The program is intended for executives, senior managers, and leaders from every sector. Managers at any level of responsibility will benefit from this program, but it's the senior leadership that should be able to embrace and champion the principles of improvement for the benefit of the entire organization.

Here are some indicators that this program will be of value:

  • An organization's need for improvement is greater than its ability to deliver it.
  • Company executives are drowning in data, emails, and meetings, and suffering under the weight of a large number of activities and initiatives, many of which are not focused on the important issues.
  • Management behavior doesn’t change much or is actively resistant to improvement.
  • Improvement methods are not integrated into all of the company's work beyond that of the improvement department.
  • There is lack of clear understanding how improvement methodologies and value-add apply to executives, knowledge workers, and technical and administrative staff in non-factory settings.

Please note that faculty are subject to change and not all faculty teach in each session of the program.

  • Don Kieffer

    Senior Lecturer, Operations Management

    Don Kieffer is a career operations executive and an expert in Toyota methods, particularly at the leadership level. He advises on a range of areas, from large-scale improvement campaigns and specific projects to the coaching of executive leaders and their teams. His mantra is "30% improvement is a good place to start" and works in areas as diverse as IT, Product Development, Finance, Operations, and Supply Chain... ... (more)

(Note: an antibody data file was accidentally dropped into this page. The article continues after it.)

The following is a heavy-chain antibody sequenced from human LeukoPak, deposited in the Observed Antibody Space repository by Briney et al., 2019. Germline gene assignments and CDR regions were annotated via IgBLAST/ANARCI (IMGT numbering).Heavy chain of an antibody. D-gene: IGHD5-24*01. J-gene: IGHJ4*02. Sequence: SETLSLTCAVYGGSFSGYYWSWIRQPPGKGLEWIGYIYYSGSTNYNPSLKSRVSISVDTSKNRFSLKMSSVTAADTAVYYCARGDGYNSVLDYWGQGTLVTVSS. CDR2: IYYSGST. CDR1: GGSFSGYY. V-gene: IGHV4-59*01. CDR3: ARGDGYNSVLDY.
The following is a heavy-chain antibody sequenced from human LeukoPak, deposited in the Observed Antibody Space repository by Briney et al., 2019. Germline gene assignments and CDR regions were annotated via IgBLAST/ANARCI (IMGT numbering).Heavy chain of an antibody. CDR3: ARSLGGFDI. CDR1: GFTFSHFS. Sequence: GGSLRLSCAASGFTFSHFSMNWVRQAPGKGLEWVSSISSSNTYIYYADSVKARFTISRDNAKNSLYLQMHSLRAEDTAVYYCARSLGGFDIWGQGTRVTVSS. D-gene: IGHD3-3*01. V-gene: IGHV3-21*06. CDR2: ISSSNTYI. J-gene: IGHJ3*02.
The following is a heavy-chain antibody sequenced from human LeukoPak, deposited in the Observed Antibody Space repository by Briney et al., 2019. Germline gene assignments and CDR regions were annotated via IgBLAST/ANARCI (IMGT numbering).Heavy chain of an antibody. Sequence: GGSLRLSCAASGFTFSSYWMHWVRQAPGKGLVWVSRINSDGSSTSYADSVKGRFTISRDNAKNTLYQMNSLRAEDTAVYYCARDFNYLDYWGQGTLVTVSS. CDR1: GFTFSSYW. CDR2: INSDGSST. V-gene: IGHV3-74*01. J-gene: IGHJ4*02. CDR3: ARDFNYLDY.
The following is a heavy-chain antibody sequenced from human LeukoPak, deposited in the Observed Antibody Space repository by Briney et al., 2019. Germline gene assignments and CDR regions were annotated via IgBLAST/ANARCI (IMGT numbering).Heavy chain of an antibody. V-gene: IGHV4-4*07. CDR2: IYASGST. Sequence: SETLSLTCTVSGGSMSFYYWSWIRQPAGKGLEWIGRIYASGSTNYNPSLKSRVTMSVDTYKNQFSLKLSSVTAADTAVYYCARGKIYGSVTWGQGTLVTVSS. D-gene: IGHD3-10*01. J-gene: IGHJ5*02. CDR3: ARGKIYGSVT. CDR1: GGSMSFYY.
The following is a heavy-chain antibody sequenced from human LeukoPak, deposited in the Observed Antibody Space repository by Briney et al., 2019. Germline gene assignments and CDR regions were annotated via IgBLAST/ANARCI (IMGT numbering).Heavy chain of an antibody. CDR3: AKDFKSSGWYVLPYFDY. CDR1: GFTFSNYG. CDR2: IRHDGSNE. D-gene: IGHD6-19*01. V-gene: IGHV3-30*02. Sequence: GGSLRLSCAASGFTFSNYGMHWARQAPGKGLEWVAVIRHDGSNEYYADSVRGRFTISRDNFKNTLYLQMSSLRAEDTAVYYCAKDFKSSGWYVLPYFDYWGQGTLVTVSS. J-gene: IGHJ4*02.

• Nelson Repenning

    School of Management Distinguished Professor of System Dynamics and Organization Studies
    Faculty Director, MIT Executive MBA Program

    Nelson P. Repenning is the School of Management Distinguished Professor of System Dynamics and Organization Studies at the MIT Sloan School of Management.

    Repenning currently serves as the faculty director for the MIT Executive MBA program. He is also the faculty director for the BP-MIT Operations Academy...

    ... (more)
07:45 AM - 08:30 AMRegistration and Continental Breakfast
08:30 AM - 09:00 AMIntroduction and Program Objectives
09:00 AM - 10:30 AMPrinciples of Improvement
11:00 AM - 12:00 PMPractical Applications
12:00 PM - 01:00 PMLunch
01:00 PM - 02:00 PMProblem Solving, Structured Thinking
02:00 PM - 02:30 PMProblem Solving, Practice and Live Coaching
03:00 PM - 05:30 PMPractical Applications II; The Kieffer Company Simulation
05:30 PM - 06:30 PMReception
07:45 AM - 08:30 AMContinental Breakfast
08:30 AM - 10:00 AMSystematic Management
10:30 AM - 12:00 PMPractical Systematic Management
12:00 PM - 01:00 PMLuncheon
01:00 PM - 02:30 PMScaling up: Visual Management and Collapsing Square
03:00 PM - 04:30 PMHow Do Leaders Show Up?
04:30 PM - 05:00 PMAdjournment

View Professor Repenning's Webinar

Useful Doesnt Always Mean Used

This is the recording of the webinar, Useful Doesnt Always Mean Used, presented by MIT Sloan Executive Education faculty ...more